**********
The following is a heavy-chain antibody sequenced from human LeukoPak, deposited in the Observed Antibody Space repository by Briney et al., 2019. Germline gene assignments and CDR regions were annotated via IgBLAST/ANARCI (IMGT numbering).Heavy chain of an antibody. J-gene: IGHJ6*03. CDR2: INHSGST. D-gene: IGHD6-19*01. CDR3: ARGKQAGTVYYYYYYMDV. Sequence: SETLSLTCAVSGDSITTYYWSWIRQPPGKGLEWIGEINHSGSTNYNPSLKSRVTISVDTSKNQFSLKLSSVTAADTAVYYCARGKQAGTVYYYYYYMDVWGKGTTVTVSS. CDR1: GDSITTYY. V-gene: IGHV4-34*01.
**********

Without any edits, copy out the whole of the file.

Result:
The following is a heavy-chain antibody sequenced from human LeukoPak, deposited in the Observed Antibody Space repository by Briney et al., 2019. Germline gene assignments and CDR regions were annotated via IgBLAST/ANARCI (IMGT numbering).Heavy chain of an antibody. J-gene: IGHJ6*03. CDR2: INHSGST. D-gene: IGHD6-19*01. CDR3: ARGKQAGTVYYYYYYMDV. Sequence: SETLSLTCAVSGDSITTYYWSWIRQPPGKGLEWIGEINHSGSTNYNPSLKSRVTISVDTSKNQFSLKLSSVTAADTAVYYCARGKQAGTVYYYYYYMDVWGKGTTVTVSS. CDR1: GDSITTYY. V-gene: IGHV4-34*01.